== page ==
The rest of the company remains the same yet they’ve all made vast improvements, over the course of a mere month. Ramona Mallory is more restrained, and Hunter Ryan Herdlicka is bringing more clarity to Henrik’s hilariously over-the-top self loathing. The most pleasant surprise: Erin Davie has finally found her Charlotte. Davie is starting to get the laughs she’s missed before, has stopped playing Charlotte as a victim and the growth is exceptional. Leigh Ann Larkin’s accent still makes little sense, but even she is finding depth that wasn’t apparent a month ago. This was my first time seeing Katherine McNamara as the uncanny, wise beyond her years Fredrika and she is superb (the children hired for this production are exceptional). The Liebeslieders are, of course, marvelous, though I wish the silly “sway-ography” (only way I can describe it) they perform at the top of the “Night Waltz” would be cut. (I still miss the real overture).

For the record, I still hate Nunn’s hamfisted direction, those hideous sets (I really want to take a bottle of Windex to those mirrors), costumes and orchestrations, but this time the misguided scenography didn’t bother me. It’s by no means an ideal production, but when Desiree is well cast, very little else matters. Everything is better because of Bernadette. The ensemble finally feels like an ensemble and it should only grow better and stronger with each performance. The final preview for Bernadette and Elaine ran a bit longer than that never-ending first preview, but the hours seemed to pass in an instant. I only wish the producers opened with Bernadette in the first place. Peters and Stritch are contracted until November. Trust me, if you miss this star turn you’ll regret it for years to come.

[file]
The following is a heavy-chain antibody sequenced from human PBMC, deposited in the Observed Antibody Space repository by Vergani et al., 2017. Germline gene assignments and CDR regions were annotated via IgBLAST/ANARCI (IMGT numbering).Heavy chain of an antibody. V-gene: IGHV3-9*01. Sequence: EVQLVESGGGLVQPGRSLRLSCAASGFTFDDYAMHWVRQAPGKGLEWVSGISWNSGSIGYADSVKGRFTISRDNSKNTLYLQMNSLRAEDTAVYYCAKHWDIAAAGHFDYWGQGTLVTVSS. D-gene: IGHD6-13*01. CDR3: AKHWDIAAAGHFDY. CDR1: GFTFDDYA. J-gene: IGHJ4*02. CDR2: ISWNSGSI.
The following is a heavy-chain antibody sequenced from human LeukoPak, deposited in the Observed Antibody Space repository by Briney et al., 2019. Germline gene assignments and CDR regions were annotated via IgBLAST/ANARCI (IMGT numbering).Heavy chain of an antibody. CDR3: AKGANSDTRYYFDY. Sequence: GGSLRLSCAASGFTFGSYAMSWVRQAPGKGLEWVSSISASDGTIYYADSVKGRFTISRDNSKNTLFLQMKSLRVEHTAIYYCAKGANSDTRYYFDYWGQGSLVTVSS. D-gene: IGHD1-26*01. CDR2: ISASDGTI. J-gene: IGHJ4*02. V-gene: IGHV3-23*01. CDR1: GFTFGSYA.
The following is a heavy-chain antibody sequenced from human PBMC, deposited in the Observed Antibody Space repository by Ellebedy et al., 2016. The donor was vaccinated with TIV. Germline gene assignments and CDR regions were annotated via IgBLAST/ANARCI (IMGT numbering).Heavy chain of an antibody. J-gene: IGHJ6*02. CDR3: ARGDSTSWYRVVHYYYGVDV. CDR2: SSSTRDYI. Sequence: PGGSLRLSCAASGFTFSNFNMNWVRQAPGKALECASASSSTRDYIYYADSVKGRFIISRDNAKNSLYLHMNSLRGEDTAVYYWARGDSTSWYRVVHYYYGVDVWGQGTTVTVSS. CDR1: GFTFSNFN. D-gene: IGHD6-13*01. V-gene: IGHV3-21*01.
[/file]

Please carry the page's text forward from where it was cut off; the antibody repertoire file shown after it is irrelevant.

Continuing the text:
7 thoughts on “Bernadette Peters in “A Little Night Music””

  1. Shit! Your review is forcing me to make insensible decisions that involve credit card debt to see Bernadette in “Night Music.”

  2. I’ve posted my thoughts elsewhere, but definitely agree — it’s a whole new animal, and I’ll gladly go again. Peters is a revelation, and Stritch is heartbreaking, in her inimitable Stritch way (to which I am admittedly partial).

    Bradley Dean also impressed me; even if he’s not technically older than Aaron Lazar (I’ve no idea), he seemed so, and that gives his character a little more weight, as well — even for a buffoon, I don’t think that’s a bad thing. I hated that “young casting” right from the start, not only for of the shade it removes from the characters, but for the corresponding inexperience of the actors. I want to see mature adults playing these roles, in every sense of the word.

  3. Bravo.

    If only Angela was still in it…

    I don’t dislike Elaine Stritch, I just don’t love the characterization – there are moments of heart-ending, but overall, just find her too crass.

  4. If anyone in recent memory has deserved that defunct, never-given Tony for Best Replacement, it is Ms. Bernadette.

  5. I just saw the BP production (for free thank god) but I’m my folks took me to the orginal with Glynis Johns in ’73, I was a twofer kid. 🙂

    To my ears Peters turns every song into “the big numba”, Sondheim’s subtle ironies are now in eight-foot high flashing lights: Isn’t it RICCCCHHHH!! Isn’t it BAAALISSSS!! Her vibrato feels like a ball-peen hammer on my skull.

    I know Johns was a bit flat just from hearing the original recording over the years, but she is not an overtrained belt-and-swing type and that performance was just magical. The old Broadway was human, the new Broadway is all razzle-dazzle.

Comments are closed.